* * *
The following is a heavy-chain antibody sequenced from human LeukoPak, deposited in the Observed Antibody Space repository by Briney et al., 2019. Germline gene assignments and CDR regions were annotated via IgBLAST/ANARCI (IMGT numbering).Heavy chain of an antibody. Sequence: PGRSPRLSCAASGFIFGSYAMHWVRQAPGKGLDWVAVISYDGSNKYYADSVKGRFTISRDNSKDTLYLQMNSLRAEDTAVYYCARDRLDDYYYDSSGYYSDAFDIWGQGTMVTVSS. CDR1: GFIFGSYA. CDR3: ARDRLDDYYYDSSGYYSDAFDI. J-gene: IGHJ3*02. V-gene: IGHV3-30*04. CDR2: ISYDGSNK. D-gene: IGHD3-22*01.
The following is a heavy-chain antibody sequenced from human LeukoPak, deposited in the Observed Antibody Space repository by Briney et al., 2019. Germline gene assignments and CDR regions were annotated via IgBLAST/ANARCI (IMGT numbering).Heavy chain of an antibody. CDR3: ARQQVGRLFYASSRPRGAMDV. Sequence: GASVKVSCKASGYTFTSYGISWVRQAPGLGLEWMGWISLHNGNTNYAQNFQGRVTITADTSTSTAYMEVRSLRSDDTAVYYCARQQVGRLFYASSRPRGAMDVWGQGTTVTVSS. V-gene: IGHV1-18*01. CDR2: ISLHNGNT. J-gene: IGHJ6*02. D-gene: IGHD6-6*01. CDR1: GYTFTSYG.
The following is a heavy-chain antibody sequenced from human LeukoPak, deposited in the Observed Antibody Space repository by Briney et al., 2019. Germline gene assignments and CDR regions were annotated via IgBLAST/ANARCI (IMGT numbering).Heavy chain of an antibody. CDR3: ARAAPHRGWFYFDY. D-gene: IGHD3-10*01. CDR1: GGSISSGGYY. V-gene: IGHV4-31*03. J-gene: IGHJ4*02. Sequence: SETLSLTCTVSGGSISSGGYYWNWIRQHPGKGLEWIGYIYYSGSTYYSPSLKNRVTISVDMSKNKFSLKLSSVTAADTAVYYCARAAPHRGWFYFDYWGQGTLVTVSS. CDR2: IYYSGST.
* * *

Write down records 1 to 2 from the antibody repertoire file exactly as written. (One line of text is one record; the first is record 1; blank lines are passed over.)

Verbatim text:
The following is a heavy-chain antibody sequenced from human LeukoPak, deposited in the Observed Antibody Space repository by Briney et al., 2019. Germline gene assignments and CDR regions were annotated via IgBLAST/ANARCI (IMGT numbering).Heavy chain of an antibody. Sequence: PGRSPRLSCAASGFIFGSYAMHWVRQAPGKGLDWVAVISYDGSNKYYADSVKGRFTISRDNSKDTLYLQMNSLRAEDTAVYYCARDRLDDYYYDSSGYYSDAFDIWGQGTMVTVSS. CDR1: GFIFGSYA. CDR3: ARDRLDDYYYDSSGYYSDAFDI. J-gene: IGHJ3*02. V-gene: IGHV3-30*04. CDR2: ISYDGSNK. D-gene: IGHD3-22*01.
The following is a heavy-chain antibody sequenced from human LeukoPak, deposited in the Observed Antibody Space repository by Briney et al., 2019. Germline gene assignments and CDR regions were annotated via IgBLAST/ANARCI (IMGT numbering).Heavy chain of an antibody. CDR3: ARQQVGRLFYASSRPRGAMDV. Sequence: GASVKVSCKASGYTFTSYGISWVRQAPGLGLEWMGWISLHNGNTNYAQNFQGRVTITADTSTSTAYMEVRSLRSDDTAVYYCARQQVGRLFYASSRPRGAMDVWGQGTTVTVSS. V-gene: IGHV1-18*01. CDR2: ISLHNGNT. J-gene: IGHJ6*02. D-gene: IGHD6-6*01. CDR1: GYTFTSYG.